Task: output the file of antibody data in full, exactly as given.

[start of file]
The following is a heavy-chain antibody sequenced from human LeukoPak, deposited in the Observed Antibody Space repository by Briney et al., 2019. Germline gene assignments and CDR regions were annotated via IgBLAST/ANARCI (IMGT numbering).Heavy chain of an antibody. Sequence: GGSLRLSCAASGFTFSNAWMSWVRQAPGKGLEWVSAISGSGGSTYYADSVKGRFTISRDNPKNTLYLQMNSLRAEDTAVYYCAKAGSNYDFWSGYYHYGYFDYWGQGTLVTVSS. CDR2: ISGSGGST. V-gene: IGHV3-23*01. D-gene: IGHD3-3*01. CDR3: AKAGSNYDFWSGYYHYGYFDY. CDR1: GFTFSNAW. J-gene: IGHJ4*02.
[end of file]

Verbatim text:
The following is a heavy-chain antibody sequenced from human LeukoPak, deposited in the Observed Antibody Space repository by Briney et al., 2019. Germline gene assignments and CDR regions were annotated via IgBLAST/ANARCI (IMGT numbering).Heavy chain of an antibody. Sequence: GGSLRLSCAASGFTFSNAWMSWVRQAPGKGLEWVSAISGSGGSTYYADSVKGRFTISRDNPKNTLYLQMNSLRAEDTAVYYCAKAGSNYDFWSGYYHYGYFDYWGQGTLVTVSS. CDR2: ISGSGGST. V-gene: IGHV3-23*01. D-gene: IGHD3-3*01. CDR3: AKAGSNYDFWSGYYHYGYFDY. CDR1: GFTFSNAW. J-gene: IGHJ4*02.